The Miami Heat have only been around since 1988, but they have already collected three NBA titles, which is more than most other franchises around the league can say.
The first one came in 2006, and the next two titles came in back-to-back fashion in 2012 and 2013.
Obviously, those are the three best teams in franchise history.
But which iteration of the Heat was the best?
Here are the three greatest Miami squads ever, ranked.
It’s funny, because some people would probably argue that the 2004-05 Heat were actually superior to the 2005-06 club, but the 2006 squad was the one that captured a championship.
Miami won 52 games during the regular season that year with a declining Shaquille O’Neal (he was still really good, but not quite as good as the year prior) and an old roster that included past-their-prime veterans such as Gary Payton, Antoine Walker, Jason Williams and Alonzo Mourning.
However, thanks to an outstanding performance from Dwyane Wade and some huge moments from O’Neal, the Heat came alive in the playoffs, taking out the Chicago Bulls, New Jersey Nets and Detroit Pistons en route to eventually topping Dirk Nowitzki and the Dallas Mavericks in a controversial finals (some still insist that the series was fixed).
The biggest hurdle for Miami that spring was the Pistons, who had beaten the Heat in the Eastern Conference Finals the previous year and were favored to do so again.
But the Heat managed to dispatch Detroit in six games, even holding a 3-1 lead at one point during the series.
They then rallied from a 2-0 deficit to beat the Mavericks.
It was hardly pretty along the way for the 2006 Heat, but they delivered when it mattered most, which is why they hold their place on this list.
This represented the back half of Miami’s back-to-back titles in 2012 and 2013.
LeBron James probably had the best individual season of his career in this season, but Wade was obviously in decline at this point, and a legitimate argument can be made that the Heat shouldn’t have even beaten the San Antonio Spurs in the finals anyway.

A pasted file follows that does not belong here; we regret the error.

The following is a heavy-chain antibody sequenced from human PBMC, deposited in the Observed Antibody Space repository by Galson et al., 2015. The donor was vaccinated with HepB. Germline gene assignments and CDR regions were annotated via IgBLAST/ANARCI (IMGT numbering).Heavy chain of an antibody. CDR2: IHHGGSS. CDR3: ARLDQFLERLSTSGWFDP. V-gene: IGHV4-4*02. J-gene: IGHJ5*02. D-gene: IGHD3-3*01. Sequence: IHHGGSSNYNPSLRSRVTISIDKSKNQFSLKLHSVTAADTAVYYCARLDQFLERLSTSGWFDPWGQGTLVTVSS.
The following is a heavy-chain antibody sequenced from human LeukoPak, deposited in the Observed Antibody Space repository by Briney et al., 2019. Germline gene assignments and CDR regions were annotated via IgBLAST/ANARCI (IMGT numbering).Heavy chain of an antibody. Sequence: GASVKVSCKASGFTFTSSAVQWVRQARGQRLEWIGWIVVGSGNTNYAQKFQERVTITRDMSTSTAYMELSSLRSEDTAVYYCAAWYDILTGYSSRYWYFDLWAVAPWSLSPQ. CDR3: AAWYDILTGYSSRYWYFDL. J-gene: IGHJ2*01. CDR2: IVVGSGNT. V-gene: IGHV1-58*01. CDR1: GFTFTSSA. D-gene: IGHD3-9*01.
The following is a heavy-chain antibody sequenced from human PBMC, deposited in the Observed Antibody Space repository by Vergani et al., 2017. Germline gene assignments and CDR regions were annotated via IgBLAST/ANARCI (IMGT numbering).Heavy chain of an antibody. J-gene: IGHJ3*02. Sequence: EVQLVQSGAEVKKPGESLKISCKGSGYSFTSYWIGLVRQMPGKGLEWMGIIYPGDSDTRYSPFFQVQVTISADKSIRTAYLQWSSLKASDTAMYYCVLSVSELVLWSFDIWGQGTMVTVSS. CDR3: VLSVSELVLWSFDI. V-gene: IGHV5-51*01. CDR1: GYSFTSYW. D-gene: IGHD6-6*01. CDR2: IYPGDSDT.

Remember: the Spurs appeared to have the series locked up in Game 6 before some really weird stuff happened in the waning moments, including Gregg Popovich inexplicably leaving Tim Duncan on the bench to watch the Heat grab a critical offensive rebound that led to Ray Allen’s game-tying three-pointer at the end of regulation.
The Heat were also pushed to seven games by the Indiana Pacers in the Eastern Conference Finals.
Regardless, James’ dominance elevated Miami in 2013, and Chris Bosh was arguably the second-best player on the team. His defensive versatility was paramount to the Heat’s success, and his ability to stretch the floor and shoot three-pointers (which was something he didn’t really do a whole lot of in previous years) added a new dimension to Miami’s offense.
Of course, the Heat also had shooters all over the floor, ranging from Allen to Mike Miller to Shane Battier.
Miami won 66 games during the regular season, its best mark in franchise history. The Heat then proceeded to defeat the Milwaukee Bucks, Chicago Bulls and the Pacers en route to finally topping the Spurs.
This was a lockout-shortened season, so the Heat finished with a record of 46-20. There was also a ton of pressure on LeBron and Co. after losing to the Mavericks in a six-game NBA Finals series in 2011.
Throughout the year, Miami was rather inconsistent, but in a weak Eastern Conference, no one seemed to doubt the Heat’s ability to make it back to the finals.
Miami handled the New York Knicks in five games in the first round of the playoffs, but it didn’t take Erik Spoelstra’s squad long to run into trouble afterward.
In the second round, the Heat found themselves behind 2-1 to an upstart Pacers team, and Bosh had gone down with an abdominal injury in Game 1 that knocked him out for the remainder of the series.
Miami then responded in a big way, winning Games 4 through 6 behind terrific outings from James and Wade to win the series and punch its ticket to the Eastern Conference Finals.
There, the Heat met the tough, gritty Boston Celtics, who almost everyone expected to bow out in five or six games. Miami cruised to a 2-0 lead, but the Celtics rallied by winning three straight to take a 3-2 series lead.
That was when James had possibly the finest game of his career, dropping 45 points at TD Garden in Game 6 to even the series and pave the way to an eventual hard-fought Game 7 victory.
Riding that momentum, the Heat then rather easily beat the Oklahoma City Thunder in the finals, rattling off four straight victories after actually losing Game 1.
Between Game 6 of the Eastern Conference Finals and Game 5 of the NBA Finals, I’m not sure Miami ever played better ball during the LeBron era.